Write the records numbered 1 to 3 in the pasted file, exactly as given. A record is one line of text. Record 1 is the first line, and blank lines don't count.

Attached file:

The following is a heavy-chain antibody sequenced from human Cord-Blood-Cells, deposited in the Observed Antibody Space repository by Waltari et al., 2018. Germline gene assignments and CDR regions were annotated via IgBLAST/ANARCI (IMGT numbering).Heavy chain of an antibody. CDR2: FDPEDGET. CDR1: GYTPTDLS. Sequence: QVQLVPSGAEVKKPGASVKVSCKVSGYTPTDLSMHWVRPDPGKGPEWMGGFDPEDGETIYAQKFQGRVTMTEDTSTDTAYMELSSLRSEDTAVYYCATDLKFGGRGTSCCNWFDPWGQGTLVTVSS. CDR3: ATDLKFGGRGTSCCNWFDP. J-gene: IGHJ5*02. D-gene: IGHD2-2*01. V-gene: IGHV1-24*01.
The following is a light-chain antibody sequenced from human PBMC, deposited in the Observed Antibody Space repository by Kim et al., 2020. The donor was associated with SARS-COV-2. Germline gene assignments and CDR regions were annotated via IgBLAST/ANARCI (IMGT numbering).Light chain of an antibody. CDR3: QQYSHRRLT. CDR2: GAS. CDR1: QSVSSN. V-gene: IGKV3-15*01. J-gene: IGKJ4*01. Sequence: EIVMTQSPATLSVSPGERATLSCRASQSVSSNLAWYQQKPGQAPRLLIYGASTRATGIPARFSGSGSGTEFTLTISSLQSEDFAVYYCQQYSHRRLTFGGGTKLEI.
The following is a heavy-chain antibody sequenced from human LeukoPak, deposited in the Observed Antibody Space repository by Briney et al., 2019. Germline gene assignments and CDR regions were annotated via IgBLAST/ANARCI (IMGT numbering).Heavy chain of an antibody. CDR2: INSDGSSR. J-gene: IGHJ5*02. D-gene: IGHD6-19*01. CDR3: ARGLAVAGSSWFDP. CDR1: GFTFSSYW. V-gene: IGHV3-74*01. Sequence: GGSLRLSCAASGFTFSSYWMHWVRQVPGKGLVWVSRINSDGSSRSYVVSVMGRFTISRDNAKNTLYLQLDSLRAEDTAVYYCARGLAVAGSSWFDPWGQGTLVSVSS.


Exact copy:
The following is a heavy-chain antibody sequenced from human Cord-Blood-Cells, deposited in the Observed Antibody Space repository by Waltari et al., 2018. Germline gene assignments and CDR regions were annotated via IgBLAST/ANARCI (IMGT numbering).Heavy chain of an antibody. CDR2: FDPEDGET. CDR1: GYTPTDLS. Sequence: QVQLVPSGAEVKKPGASVKVSCKVSGYTPTDLSMHWVRPDPGKGPEWMGGFDPEDGETIYAQKFQGRVTMTEDTSTDTAYMELSSLRSEDTAVYYCATDLKFGGRGTSCCNWFDPWGQGTLVTVSS. CDR3: ATDLKFGGRGTSCCNWFDP. J-gene: IGHJ5*02. D-gene: IGHD2-2*01. V-gene: IGHV1-24*01.
The following is a light-chain antibody sequenced from human PBMC, deposited in the Observed Antibody Space repository by Kim et al., 2020. The donor was associated with SARS-COV-2. Germline gene assignments and CDR regions were annotated via IgBLAST/ANARCI (IMGT numbering).Light chain of an antibody. CDR3: QQYSHRRLT. CDR2: GAS. CDR1: QSVSSN. V-gene: IGKV3-15*01. J-gene: IGKJ4*01. Sequence: EIVMTQSPATLSVSPGERATLSCRASQSVSSNLAWYQQKPGQAPRLLIYGASTRATGIPARFSGSGSGTEFTLTISSLQSEDFAVYYCQQYSHRRLTFGGGTKLEI.
The following is a heavy-chain antibody sequenced from human LeukoPak, deposited in the Observed Antibody Space repository by Briney et al., 2019. Germline gene assignments and CDR regions were annotated via IgBLAST/ANARCI (IMGT numbering).Heavy chain of an antibody. CDR2: INSDGSSR. J-gene: IGHJ5*02. D-gene: IGHD6-19*01. CDR3: ARGLAVAGSSWFDP. CDR1: GFTFSSYW. V-gene: IGHV3-74*01. Sequence: GGSLRLSCAASGFTFSSYWMHWVRQVPGKGLVWVSRINSDGSSRSYVVSVMGRFTISRDNAKNTLYLQLDSLRAEDTAVYYCARGLAVAGSSWFDPWGQGTLVSVSS.